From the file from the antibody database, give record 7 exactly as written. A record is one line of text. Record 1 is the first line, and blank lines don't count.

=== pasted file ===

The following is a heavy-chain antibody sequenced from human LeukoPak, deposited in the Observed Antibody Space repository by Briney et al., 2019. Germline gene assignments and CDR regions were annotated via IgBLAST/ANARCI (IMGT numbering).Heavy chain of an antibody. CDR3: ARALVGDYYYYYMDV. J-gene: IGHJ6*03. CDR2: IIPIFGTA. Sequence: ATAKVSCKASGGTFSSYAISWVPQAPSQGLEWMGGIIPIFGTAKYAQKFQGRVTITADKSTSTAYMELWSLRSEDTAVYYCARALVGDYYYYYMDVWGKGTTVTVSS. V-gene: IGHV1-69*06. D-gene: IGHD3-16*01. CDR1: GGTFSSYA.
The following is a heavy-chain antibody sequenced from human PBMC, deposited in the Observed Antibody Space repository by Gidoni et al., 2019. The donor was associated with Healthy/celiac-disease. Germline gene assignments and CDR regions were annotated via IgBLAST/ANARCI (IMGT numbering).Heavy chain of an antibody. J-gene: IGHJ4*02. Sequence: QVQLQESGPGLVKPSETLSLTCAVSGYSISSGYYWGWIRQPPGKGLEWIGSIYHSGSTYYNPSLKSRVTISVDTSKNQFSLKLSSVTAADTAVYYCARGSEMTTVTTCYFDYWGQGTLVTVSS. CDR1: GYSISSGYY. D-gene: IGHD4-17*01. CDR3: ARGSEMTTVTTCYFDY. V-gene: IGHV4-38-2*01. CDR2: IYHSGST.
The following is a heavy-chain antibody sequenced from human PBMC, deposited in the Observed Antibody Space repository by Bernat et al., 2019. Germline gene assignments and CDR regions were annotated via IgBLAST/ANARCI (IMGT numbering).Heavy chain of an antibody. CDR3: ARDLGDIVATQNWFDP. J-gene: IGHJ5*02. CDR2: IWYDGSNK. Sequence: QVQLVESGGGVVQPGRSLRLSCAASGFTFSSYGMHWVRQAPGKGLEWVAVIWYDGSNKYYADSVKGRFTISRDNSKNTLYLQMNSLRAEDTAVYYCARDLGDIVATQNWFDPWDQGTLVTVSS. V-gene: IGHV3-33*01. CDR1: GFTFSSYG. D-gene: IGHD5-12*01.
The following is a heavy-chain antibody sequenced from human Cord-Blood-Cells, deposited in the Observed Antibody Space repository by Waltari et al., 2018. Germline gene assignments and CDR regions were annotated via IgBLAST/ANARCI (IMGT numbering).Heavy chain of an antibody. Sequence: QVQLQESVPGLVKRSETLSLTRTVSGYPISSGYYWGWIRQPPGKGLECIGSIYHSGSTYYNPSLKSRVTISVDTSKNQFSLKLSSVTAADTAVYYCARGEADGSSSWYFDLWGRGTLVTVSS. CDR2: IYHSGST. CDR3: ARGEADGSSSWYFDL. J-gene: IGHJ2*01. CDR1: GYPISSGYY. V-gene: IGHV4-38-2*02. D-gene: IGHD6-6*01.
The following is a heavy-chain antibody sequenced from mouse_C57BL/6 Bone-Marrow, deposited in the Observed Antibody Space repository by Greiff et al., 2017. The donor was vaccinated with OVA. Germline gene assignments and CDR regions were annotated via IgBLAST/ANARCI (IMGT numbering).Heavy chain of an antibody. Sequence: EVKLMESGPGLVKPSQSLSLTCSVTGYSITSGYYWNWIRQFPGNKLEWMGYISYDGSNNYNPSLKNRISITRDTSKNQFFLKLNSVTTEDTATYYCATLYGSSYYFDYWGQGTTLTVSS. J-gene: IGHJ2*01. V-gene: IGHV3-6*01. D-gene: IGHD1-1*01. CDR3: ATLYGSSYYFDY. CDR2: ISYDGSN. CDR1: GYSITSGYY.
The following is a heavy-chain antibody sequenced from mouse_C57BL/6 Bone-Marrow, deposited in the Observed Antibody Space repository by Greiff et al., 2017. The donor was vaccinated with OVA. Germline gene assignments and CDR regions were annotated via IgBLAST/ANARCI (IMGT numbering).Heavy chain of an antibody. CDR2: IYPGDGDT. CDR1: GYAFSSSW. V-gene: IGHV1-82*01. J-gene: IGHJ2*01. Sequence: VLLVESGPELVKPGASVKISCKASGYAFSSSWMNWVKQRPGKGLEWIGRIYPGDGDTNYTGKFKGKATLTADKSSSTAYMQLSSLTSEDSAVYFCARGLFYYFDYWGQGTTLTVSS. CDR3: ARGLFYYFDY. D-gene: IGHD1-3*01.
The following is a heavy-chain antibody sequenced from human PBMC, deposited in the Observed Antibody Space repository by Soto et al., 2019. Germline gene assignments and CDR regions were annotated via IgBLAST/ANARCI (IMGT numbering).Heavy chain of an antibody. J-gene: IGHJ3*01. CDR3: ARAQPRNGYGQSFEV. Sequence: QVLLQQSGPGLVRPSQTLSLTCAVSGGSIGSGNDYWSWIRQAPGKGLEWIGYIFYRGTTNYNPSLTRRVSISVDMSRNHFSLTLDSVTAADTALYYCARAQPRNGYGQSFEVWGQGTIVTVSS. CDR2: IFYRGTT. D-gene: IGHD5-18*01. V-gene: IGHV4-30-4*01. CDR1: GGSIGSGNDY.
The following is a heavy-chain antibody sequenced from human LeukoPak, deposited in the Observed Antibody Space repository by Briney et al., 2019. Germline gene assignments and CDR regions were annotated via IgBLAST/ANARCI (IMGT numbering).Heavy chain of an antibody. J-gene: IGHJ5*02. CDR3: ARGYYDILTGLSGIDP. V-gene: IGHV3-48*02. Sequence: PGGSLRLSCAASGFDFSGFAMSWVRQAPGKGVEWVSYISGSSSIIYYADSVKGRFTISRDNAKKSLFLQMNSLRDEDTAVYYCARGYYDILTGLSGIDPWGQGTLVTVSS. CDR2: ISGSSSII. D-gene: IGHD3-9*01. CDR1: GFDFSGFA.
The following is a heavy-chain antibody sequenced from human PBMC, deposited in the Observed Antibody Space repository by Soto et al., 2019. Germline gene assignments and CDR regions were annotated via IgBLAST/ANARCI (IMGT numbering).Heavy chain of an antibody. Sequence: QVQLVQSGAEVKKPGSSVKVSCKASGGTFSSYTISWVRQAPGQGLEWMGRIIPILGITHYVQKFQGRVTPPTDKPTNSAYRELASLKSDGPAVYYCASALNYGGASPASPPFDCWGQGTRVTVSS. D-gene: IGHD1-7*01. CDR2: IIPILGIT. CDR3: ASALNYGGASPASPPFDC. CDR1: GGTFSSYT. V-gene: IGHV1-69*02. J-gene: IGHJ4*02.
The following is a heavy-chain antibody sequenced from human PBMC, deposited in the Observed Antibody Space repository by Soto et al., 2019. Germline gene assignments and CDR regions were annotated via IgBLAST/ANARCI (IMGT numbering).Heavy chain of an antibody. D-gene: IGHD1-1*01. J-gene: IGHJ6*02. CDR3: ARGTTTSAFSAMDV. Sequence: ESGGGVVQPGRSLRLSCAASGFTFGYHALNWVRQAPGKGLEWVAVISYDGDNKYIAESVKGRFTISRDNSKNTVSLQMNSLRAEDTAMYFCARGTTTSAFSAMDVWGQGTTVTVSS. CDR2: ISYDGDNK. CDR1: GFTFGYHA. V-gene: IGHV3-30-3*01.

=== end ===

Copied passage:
The following is a heavy-chain antibody sequenced from human PBMC, deposited in the Observed Antibody Space repository by Soto et al., 2019. Germline gene assignments and CDR regions were annotated via IgBLAST/ANARCI (IMGT numbering).Heavy chain of an antibody. J-gene: IGHJ3*01. CDR3: ARAQPRNGYGQSFEV. Sequence: QVLLQQSGPGLVRPSQTLSLTCAVSGGSIGSGNDYWSWIRQAPGKGLEWIGYIFYRGTTNYNPSLTRRVSISVDMSRNHFSLTLDSVTAADTALYYCARAQPRNGYGQSFEVWGQGTIVTVSS. CDR2: IFYRGTT. D-gene: IGHD5-18*01. V-gene: IGHV4-30-4*01. CDR1: GGSIGSGNDY.